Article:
|analytical Q||May-Aug 2000||Sept-Dec 2000||Contact||Discussion|
The Internet is supposed to reduce transaction costs to zero. In other words, it "disintermediates" - gets rid of the intermediator, the middle man - as well as the cost of transaction - such as phone calls, paper work, and other "hassles."
Ever since I came across the words "transaction cost" in economics, I would use it to refer to the efficiency or inefficiency of getting a job done. My father used the Chinese words "ma fan" - meaning "hassle." He hates "ma fan." Anything that has high transaction costs is "ma fan."
A recent newspaper article said that most utilities in the UK have moved to the Web. Switching energy suppliers is now very easy - just a matter of reading your meter and filling out the on-line form. Has the hassle factor disappeared then?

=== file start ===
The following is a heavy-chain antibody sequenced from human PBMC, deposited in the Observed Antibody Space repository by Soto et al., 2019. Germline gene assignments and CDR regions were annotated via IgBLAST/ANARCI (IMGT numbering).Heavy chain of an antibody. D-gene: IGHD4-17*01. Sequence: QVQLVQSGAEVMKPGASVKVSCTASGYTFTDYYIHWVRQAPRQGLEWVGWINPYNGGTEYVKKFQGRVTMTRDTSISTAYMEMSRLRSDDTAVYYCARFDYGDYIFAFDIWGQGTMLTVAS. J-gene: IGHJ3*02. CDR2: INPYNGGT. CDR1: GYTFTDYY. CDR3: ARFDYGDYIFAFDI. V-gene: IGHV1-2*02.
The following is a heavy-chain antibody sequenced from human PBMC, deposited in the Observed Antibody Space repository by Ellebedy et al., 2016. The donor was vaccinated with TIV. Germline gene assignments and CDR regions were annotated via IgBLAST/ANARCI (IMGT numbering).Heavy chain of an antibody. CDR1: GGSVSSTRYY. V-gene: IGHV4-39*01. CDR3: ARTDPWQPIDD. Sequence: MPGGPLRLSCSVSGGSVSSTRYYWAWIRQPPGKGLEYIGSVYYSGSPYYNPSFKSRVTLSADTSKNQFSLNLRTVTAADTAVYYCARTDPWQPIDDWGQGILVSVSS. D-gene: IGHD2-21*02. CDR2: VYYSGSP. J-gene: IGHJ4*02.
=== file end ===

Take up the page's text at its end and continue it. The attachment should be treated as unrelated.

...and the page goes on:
Telecommunications deregulated long before energy. Yet when I called British Telecoms to ask to switch back to them, the sales woman took almost one hour to get my details. When can I switch, I finally asked? She told me to expect a letter in six to ten days, which would inform me of a date on which their engineer would visit my home. It has now been more than a week, and I still haven't received that letter.
Perhaps I should have gone on-line and switched instead.